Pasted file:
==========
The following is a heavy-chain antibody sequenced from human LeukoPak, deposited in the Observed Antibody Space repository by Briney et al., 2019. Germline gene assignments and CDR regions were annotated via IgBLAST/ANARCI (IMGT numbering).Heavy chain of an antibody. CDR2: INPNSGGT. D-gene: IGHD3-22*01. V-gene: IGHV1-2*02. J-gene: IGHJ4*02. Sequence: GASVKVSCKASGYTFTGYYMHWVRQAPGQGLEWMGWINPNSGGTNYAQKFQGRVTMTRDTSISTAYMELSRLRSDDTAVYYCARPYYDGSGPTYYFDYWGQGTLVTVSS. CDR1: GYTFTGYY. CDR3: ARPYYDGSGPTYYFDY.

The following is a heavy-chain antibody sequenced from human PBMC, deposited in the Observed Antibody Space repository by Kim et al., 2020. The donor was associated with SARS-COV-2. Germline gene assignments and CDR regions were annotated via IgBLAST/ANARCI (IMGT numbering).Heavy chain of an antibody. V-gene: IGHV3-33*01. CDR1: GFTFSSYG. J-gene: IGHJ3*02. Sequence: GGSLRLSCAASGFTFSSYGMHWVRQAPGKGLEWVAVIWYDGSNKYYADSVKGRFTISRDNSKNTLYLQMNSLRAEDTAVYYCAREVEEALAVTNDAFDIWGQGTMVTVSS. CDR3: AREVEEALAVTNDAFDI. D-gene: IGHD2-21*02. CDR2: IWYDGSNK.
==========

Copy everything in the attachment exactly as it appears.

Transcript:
The following is a heavy-chain antibody sequenced from human LeukoPak, deposited in the Observed Antibody Space repository by Briney et al., 2019. Germline gene assignments and CDR regions were annotated via IgBLAST/ANARCI (IMGT numbering).Heavy chain of an antibody. CDR2: INPNSGGT. D-gene: IGHD3-22*01. V-gene: IGHV1-2*02. J-gene: IGHJ4*02. Sequence: GASVKVSCKASGYTFTGYYMHWVRQAPGQGLEWMGWINPNSGGTNYAQKFQGRVTMTRDTSISTAYMELSRLRSDDTAVYYCARPYYDGSGPTYYFDYWGQGTLVTVSS. CDR1: GYTFTGYY. CDR3: ARPYYDGSGPTYYFDY.

The following is a heavy-chain antibody sequenced from human PBMC, deposited in the Observed Antibody Space repository by Kim et al., 2020. The donor was associated with SARS-COV-2. Germline gene assignments and CDR regions were annotated via IgBLAST/ANARCI (IMGT numbering).Heavy chain of an antibody. V-gene: IGHV3-33*01. CDR1: GFTFSSYG. J-gene: IGHJ3*02. Sequence: GGSLRLSCAASGFTFSSYGMHWVRQAPGKGLEWVAVIWYDGSNKYYADSVKGRFTISRDNSKNTLYLQMNSLRAEDTAVYYCAREVEEALAVTNDAFDIWGQGTMVTVSS. CDR3: AREVEEALAVTNDAFDI. D-gene: IGHD2-21*02. CDR2: IWYDGSNK.